Before Picabo, Lindsey, Bode and Ted made ski racing trendy in the U.S., there was Tamara. While for race fans, they’re all household names and each career deserves single-name fame, Tamara McKinney is the original.
She was the first American woman to win the overall World Cup title, racking up 18 wins and 45 podiums over a mind-bogglingly successful career. A three-time Olympian with four World Championship medals, there are also ten U.S. titles thrown into her lengthy resume – if you just count those won on home snow.
“All my National titles came from slalom and GS, and beyond those ten, I have at least one from New Zealand and also Argentina,” recalls McKinney. “Nationals are less serious, so after a long season in Europe, it’s also fun. It’s something of pride and recognition within your own country. With all your teammates spread out over FIS races, Europa and World Cup, men’s and women’s tours, it’s great to get together and finally see your friends. But the titles are important and I remember as a junior it was a tremendous honor to get in and see the World Cup-level racers. And at Nationals in Sun Valley, my results earned me my first World Cup slot.”
McKinney was only 16 at that race in Sun Valley. Eager up-and-comers can take a page from her playbook when Squaw Valley hosts the U.S. Alpine Championships this March. The California resort has been McKinney’s longtime home, where she’s raising her daughter while blending coaching with a real estate career. Like mother, like daughter – Francesca, 16, has inherited some technical speed genes from her mom.
“The Nationals are a great opportunity for the local race kids,” explains McKinney. “Some of them will get to forerun. My daughter is so mad, because she had a chance to forerun, but now she’s been invited to Western Regionals in Alaska that same week. But this is an opportunity to see how you stack up against your peers. It’s a good point race to get your numbers down. It’s definitely important, since you also have [ski] companies looking at racers to decide sponsorship.”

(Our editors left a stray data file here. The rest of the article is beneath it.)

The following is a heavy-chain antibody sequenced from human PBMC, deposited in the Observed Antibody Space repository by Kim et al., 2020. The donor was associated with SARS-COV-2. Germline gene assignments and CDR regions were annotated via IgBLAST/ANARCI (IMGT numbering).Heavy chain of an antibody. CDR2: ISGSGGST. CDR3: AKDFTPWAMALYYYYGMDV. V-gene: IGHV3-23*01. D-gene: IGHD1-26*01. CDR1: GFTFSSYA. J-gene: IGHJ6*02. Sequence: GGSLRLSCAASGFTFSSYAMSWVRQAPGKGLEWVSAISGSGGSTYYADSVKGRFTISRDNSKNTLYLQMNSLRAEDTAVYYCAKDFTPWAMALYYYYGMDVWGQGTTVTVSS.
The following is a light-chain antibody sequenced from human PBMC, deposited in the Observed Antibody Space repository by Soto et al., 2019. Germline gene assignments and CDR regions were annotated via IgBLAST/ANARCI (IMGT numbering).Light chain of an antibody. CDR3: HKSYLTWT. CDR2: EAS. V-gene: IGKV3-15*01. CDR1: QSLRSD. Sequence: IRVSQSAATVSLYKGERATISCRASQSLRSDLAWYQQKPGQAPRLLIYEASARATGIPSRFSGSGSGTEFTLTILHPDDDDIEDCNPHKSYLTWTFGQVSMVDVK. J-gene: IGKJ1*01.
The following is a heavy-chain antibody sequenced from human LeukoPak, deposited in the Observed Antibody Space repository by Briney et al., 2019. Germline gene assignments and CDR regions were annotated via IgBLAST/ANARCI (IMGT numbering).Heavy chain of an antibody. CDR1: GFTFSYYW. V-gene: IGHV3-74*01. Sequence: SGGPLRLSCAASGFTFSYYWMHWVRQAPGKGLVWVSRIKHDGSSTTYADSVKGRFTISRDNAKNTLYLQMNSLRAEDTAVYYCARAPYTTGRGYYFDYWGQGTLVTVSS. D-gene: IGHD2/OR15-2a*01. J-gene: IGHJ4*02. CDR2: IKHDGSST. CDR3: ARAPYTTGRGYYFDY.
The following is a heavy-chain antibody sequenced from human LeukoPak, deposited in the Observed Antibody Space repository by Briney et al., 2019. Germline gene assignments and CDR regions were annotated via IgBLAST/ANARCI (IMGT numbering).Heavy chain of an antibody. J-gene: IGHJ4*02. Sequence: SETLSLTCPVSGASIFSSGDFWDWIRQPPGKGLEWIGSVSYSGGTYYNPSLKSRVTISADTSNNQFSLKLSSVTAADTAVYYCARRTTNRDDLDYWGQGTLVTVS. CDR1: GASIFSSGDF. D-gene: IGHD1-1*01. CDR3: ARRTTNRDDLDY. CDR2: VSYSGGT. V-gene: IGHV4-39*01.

Asked what events and racers she’s looking forward to at her hometown event, it was like asking which puppy is cutest. She said, “Oh God, I always have an aversion to picking a winner. I love watching all of them!”
That disclaimer firmly in place, McKinney attacked the topic like it was the Schladming course, first mentioning the young racer most often compared to her.
“Mikaela Shiffrin has raised the bar, and without putting extra pressure on her, she’s a rising star. Being removed a bit, I don’t see day-to-day training, so it’s hard to guess…Julia [Mancuso] is a hometown favorite here at Squaw. She’s been really generous with my daughter; regardless of that, we always want to see her do well. And I’d love to see Marco [Sullivan] do well and Steve Nyman is on a great recovery year. Nick Daniels and Bryce Bennett are local juniors who are up-and-coming. It’s hit-or-miss of who I know, so I don’t feel I’m an authority.”
Maybe the endearingly modest Ms. McKinney hasn’t read her own bio? Although she’s backed off from coaching lately to focus on her career at Sotheby’s, the Olympian has logged plenty of race hill hours since retiring from World Cup.
“When Francesca was a baby, I coached various levels, like J1s and J2s. When Julia was a J3, she’d ditch her practice to come train with us. When my daughter was older, I coached the local Tahoe League until she was 11 and we joined Far West. Last year, I decided I was spreading myself a little thin and decided to focus more on real estate and be more of a soccer mom, driving my daughter to races.”
Not too many soccer moms have their own namesake run. Squaw’s new owners, KSL, surprised McKinney last year when they named a run after her. Fittingly, “Tamara’s Run” is on the east side of Olympic Lady.
McKinney summed up the impact of the Squaw Nationals saying, “The younger racers will get to see ski racing from a world level, but within reach. They’ll see the human side, someone taking off their boots, routines at the start, inspection – not just the glamour of the sport. All the people here in Squaw, all the racers, locals and famous World Cup heroes – there’s a feeling of being one family.”